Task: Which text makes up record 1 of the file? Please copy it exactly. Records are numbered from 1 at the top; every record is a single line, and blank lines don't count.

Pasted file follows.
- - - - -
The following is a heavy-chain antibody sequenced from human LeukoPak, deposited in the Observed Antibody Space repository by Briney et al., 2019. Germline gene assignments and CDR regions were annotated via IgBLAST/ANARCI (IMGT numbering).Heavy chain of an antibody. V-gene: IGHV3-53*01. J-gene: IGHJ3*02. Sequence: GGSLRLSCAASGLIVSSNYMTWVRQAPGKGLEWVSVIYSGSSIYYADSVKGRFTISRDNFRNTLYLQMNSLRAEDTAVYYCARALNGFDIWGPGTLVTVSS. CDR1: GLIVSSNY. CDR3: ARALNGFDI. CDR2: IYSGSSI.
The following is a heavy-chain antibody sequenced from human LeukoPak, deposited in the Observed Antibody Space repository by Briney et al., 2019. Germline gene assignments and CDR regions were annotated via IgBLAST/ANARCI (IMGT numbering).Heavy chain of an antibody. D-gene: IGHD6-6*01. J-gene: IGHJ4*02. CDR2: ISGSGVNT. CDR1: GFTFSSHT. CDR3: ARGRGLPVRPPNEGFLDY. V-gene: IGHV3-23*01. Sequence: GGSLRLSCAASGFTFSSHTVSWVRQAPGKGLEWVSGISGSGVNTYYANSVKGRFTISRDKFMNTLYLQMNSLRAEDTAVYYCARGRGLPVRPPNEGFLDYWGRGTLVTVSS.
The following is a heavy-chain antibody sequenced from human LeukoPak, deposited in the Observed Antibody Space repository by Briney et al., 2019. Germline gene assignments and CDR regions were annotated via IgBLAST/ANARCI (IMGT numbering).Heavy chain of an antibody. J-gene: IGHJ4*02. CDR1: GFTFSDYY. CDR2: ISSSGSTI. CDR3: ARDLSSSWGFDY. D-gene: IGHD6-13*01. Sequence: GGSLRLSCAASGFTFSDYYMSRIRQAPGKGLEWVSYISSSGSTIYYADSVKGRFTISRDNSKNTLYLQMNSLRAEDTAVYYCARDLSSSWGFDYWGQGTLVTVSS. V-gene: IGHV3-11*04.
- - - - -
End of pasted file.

The following is a heavy-chain antibody sequenced from human LeukoPak, deposited in the Observed Antibody Space repository by Briney et al., 2019. Germline gene assignments and CDR regions were annotated via IgBLAST/ANARCI (IMGT numbering).Heavy chain of an antibody. V-gene: IGHV3-53*01. J-gene: IGHJ3*02. Sequence: GGSLRLSCAASGLIVSSNYMTWVRQAPGKGLEWVSVIYSGSSIYYADSVKGRFTISRDNFRNTLYLQMNSLRAEDTAVYYCARALNGFDIWGPGTLVTVSS. CDR1: GLIVSSNY. CDR3: ARALNGFDI. CDR2: IYSGSSI.